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Most of the footnotes are very helpful. There are a very few that I think are incorrect. For example, for Acts 7:36 for the portion of Scripture that says “at the Red Sea”, the footnote says “That is, Sea of Reeds”. This is a 1984 NIV footnote – not a commentary note from the Archaeological Study Bible. This footnote was removed from the 2011 edition of the NIV. When dealing with the topic of the Red Sea, in a series of articles called The Reliability of the Bible, the article titled The Location of the Red Sea discusses the different possible locations and gives arguments for each.

Book Introductions

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Book introductions take about two pages. They include:

  • Author, Place, and Date of Writing
  • Audience
  • Cultural Facts and Highlights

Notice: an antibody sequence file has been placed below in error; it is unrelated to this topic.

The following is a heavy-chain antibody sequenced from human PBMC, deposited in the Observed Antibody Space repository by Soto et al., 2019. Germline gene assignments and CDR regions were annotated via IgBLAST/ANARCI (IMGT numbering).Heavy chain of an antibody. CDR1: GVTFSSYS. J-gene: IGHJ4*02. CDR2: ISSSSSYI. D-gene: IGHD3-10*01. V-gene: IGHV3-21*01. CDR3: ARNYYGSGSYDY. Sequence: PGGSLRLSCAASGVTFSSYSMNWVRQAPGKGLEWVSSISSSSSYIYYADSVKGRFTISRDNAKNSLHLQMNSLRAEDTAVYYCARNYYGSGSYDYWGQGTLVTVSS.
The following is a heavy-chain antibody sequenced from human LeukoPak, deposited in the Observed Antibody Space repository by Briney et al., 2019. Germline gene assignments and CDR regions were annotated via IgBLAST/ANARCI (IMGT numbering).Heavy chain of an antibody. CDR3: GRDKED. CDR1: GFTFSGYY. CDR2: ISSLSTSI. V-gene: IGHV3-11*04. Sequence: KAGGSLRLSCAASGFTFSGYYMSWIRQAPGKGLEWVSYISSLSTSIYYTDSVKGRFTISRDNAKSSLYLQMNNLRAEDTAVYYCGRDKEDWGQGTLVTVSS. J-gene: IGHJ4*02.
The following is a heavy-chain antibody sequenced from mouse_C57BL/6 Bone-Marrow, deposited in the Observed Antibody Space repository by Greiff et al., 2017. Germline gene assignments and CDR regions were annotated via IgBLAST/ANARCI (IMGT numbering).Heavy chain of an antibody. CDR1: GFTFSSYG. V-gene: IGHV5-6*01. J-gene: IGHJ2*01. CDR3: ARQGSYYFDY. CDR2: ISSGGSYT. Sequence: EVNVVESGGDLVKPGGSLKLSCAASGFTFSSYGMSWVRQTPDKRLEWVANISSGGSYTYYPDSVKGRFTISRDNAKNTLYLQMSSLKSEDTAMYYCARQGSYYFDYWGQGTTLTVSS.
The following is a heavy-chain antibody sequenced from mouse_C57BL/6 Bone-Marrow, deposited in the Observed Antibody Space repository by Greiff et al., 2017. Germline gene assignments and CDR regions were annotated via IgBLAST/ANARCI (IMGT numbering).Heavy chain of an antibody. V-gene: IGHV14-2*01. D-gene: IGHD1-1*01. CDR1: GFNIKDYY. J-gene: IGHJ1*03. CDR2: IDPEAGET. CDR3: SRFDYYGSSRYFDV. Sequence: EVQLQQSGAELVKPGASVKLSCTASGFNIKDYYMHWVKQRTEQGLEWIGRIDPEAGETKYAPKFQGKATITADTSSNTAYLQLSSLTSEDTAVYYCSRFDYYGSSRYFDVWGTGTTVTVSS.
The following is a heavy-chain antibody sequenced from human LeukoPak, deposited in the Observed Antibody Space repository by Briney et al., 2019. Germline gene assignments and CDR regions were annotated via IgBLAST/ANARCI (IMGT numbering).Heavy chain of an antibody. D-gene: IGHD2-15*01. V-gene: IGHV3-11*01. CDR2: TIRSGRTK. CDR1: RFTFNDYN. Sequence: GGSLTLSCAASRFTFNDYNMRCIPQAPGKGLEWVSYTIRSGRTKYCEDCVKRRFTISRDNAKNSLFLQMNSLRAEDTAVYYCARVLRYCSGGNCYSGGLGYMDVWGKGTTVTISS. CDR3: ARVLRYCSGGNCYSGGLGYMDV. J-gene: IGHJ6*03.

• Timeline
  • As You Read
  • Did You Know?
  • Themes
  • Outline

The comments are historically and culturally based rather than theologically based. They provide lots of good insights into the setting and time of writing.

Notes and Articles

The notes and articles is where this Bible really shines. It’s basically a course in Biblical archaeology. The notes are provided by the Gordon-Conwell Theological Seminary. The notes use archaeology as a hermeneutical tool to help place the Biblical text into its proper cultural context. The notes look at the history, culture, daily life, writings, of people and places within the Biblical context.

Commentary

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There are 8000 study notes on Biblical archaeology and culture. These are mostly non-theological notes. There are a few that discuss theological concepts, but overall it’s not heavy into theology. They appear at the bottom of the page in a double-column format and include the chapter and verse numbers that they refer to. They cover the cultural setting, places, people, etc. Some of them point to articles that discuss point in greater detail.